You will be anxcious to know how I got out of this predicament. Well, I will tell you[.] I went down the street and saw in the window of a large store—and old fiddle. The thought struck me—it has been so long since I played any that it might do me some good—you know when I get hungry at home I always play. Well I bought the fiddle[.] [G]ave a trifle for it—brought it to the Hotel, and struck up the 'Camels a coming[.]'3Douglass probably refers to the Scottish jig “The Campbells Are Coming,” adapted by Robert Burns. The song was reputedly first written upon the imprisonment of Mary Stuart, Queen of Scots, in 1567. Burns, Poems and Songs, 432. I had not played ten minutes before I began to feel better and—gradually I came to myself again and was as lively as a crikit and as loving as a lamb.4The simile is actually “gentle as a lamb,” attributed to Chaucer in “The Second Nonnes Tale,” in The Canterbury Tales, written in 1389. Stevenson, Book of Proverbs, 1559. But Hatta. It is a terrible feeling and I advise every body to keep clear of it who can—and those who can[’]t to buy a fiddle. They say music is good for insane people, and I beleive every body are more or less in sane—at times. I feel very foolish when I come out of my fits of insanity[.] I mean my fits of melancholy—all the same, you know. Do you even have them Dear Harriet. If you do just take down my old fiddle. I am sure it will do you good.

Harriet you were always Dear to me, but never so Dear as now. Your devotion to my little boys5Douglass’s three sons, Lewis Henry Douglass (1840–1908), Frederick Douglass, Jr. (1842–92), and Charles Remond Douglass (1844–1920). Lewis was born in New Bedford and his brothers in Lynn. All three attended school in Rochester, where they also worked in their father’s newspaper office. During the Civil War, Lewis and Charles enlisted in the Fifty-fourth Massachusetts Infantry, both rising to the rank of sergeant. Lewis and Frederick, Jr., eventually became printers, although they suffered racial discrimination. Lewis was only able to find employment at the Government Printing Office through his father’s connections. Frederick, Jr., became an editor and writer. Charles, named for Charles Lenox Remond, also worked for the federal government as a clerk in the Freedmen’s Bureau, Treasury Department, and as consul for Santo Domingo. NASS, 22 May 1869; Rochester Union and Advertiser, 6 August 1869; Rochester Democrat and American, 5 November 1870; Detroit Plaindealer, 12 August 1892; William S. McFeely, Frederick Douglass (New York, 1991), 81, 97, 103, 230, 235, 239, 248–49, 257–58, 271–72, 306, 342, 372. your attention to Dear Anna,6Anna Douglass. your smartness in learning to read and write and your loving letters to me has made you doubly Dear to me. I will not forget you. What you do for My Anna and my children I shall consider as done to myself, and will reward you with a brothers love, and a fathers care. I am going on bravely with my Antislavery work[.] [M]y book is selling slowly but surely. I have fourteen hundred copies to dispose of before I come home[.] I wish I could see any way clear to come home in July, with my old friend & Brother James7James N. Buffum.—with whom you may confidently expect to shake hands on the 18th of July.8Buffum returned to Boston, Massachusetts, on the Cambria on 17 July 1846. Lib., 24 July 1846. If I could sell what books I have on hand by that time, I would come but this I do not expect so I submit to my fate, and will try to make my self contented The right way when we can do no better. Read the enclosed letter which I send to my Dear Anna9The enclosed letter from Douglass to his wife has not been located. over and over again till she can fully understand its contents[.] Remember me very affectionately to all who make friendly enquiries after me[.] Speak kindly of me to our mutually Dear Friend Mrs. Fletcher[.]10Mrs. Fletcher of Lynn, Massachusetts, could have been one of two women. Emma Allison of Boston married John D. Fletcher of Lynn, on May 29, 1837. Mary Fletcher (1816–?) was the wife of Jeremy Fletcher (1815–?), a confectioner in Lynn in 1850 and a peddler in 1851. 1850 U.S. Census, Massachusetts, Essex County, Lynn, 289; Alonzo Lewis, Directory of the City of Lynn (Lynn, Mass., 1851), 79; Vital Records of Lynn, Massachusetts, to the End of the Year 1849, 2 vols. (Salem, Mass., 1905–06), 1:138. Take care of all the papers which I send[.] [L]ook after my Little trees. Kiss all my Dear boys for me, and beleive me always yours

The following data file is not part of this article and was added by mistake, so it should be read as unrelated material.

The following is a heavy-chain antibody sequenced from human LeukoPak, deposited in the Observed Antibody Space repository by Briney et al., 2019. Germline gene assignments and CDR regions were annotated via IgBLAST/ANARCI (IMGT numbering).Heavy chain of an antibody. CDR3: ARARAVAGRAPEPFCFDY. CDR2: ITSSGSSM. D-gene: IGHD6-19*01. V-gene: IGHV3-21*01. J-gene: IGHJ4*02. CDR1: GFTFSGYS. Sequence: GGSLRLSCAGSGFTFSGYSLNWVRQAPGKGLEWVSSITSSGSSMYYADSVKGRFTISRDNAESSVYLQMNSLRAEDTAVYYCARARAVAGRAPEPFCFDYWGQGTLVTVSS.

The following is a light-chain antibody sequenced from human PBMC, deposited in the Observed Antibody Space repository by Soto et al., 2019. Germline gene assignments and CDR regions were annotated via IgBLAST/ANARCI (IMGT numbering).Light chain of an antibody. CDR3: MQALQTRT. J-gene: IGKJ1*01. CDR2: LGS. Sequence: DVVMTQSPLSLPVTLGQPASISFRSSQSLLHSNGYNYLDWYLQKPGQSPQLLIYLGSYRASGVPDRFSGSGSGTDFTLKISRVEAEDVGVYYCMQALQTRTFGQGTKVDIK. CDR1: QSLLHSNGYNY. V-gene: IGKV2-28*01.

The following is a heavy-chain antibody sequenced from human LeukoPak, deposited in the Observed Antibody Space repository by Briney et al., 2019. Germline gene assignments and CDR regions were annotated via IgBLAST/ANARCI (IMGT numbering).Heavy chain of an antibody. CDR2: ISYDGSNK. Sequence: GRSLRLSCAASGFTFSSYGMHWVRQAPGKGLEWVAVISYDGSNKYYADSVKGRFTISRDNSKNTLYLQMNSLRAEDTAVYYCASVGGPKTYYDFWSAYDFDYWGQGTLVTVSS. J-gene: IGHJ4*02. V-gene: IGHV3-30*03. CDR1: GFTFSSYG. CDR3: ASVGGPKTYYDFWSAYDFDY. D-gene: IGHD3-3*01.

Your Brother


ALS: Correspondence File, Additions II, FD Papers, DLC.



May 16, 1846